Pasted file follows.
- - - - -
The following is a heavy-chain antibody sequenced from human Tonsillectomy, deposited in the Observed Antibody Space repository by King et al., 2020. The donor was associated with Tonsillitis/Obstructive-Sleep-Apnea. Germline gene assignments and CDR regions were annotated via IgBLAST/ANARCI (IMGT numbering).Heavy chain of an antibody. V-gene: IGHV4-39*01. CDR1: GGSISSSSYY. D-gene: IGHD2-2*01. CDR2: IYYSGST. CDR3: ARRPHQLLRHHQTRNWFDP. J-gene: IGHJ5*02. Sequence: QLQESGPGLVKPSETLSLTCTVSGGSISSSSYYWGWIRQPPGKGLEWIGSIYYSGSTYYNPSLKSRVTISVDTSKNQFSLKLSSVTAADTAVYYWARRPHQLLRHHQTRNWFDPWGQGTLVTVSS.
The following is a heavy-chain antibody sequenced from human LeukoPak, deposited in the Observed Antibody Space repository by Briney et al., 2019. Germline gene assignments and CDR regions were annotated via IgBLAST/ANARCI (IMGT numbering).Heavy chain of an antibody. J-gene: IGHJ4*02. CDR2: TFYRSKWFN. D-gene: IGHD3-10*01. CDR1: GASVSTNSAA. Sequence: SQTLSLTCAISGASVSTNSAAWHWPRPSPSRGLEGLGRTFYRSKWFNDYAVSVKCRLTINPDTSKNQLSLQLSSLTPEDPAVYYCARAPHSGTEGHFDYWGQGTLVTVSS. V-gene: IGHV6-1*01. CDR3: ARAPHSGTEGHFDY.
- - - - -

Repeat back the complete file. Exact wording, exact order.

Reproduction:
The following is a heavy-chain antibody sequenced from human Tonsillectomy, deposited in the Observed Antibody Space repository by King et al., 2020. The donor was associated with Tonsillitis/Obstructive-Sleep-Apnea. Germline gene assignments and CDR regions were annotated via IgBLAST/ANARCI (IMGT numbering).Heavy chain of an antibody. V-gene: IGHV4-39*01. CDR1: GGSISSSSYY. D-gene: IGHD2-2*01. CDR2: IYYSGST. CDR3: ARRPHQLLRHHQTRNWFDP. J-gene: IGHJ5*02. Sequence: QLQESGPGLVKPSETLSLTCTVSGGSISSSSYYWGWIRQPPGKGLEWIGSIYYSGSTYYNPSLKSRVTISVDTSKNQFSLKLSSVTAADTAVYYWARRPHQLLRHHQTRNWFDPWGQGTLVTVSS.
The following is a heavy-chain antibody sequenced from human LeukoPak, deposited in the Observed Antibody Space repository by Briney et al., 2019. Germline gene assignments and CDR regions were annotated via IgBLAST/ANARCI (IMGT numbering).Heavy chain of an antibody. J-gene: IGHJ4*02. CDR2: TFYRSKWFN. D-gene: IGHD3-10*01. CDR1: GASVSTNSAA. Sequence: SQTLSLTCAISGASVSTNSAAWHWPRPSPSRGLEGLGRTFYRSKWFNDYAVSVKCRLTINPDTSKNQLSLQLSSLTPEDPAVYYCARAPHSGTEGHFDYWGQGTLVTVSS. V-gene: IGHV6-1*01. CDR3: ARAPHSGTEGHFDY.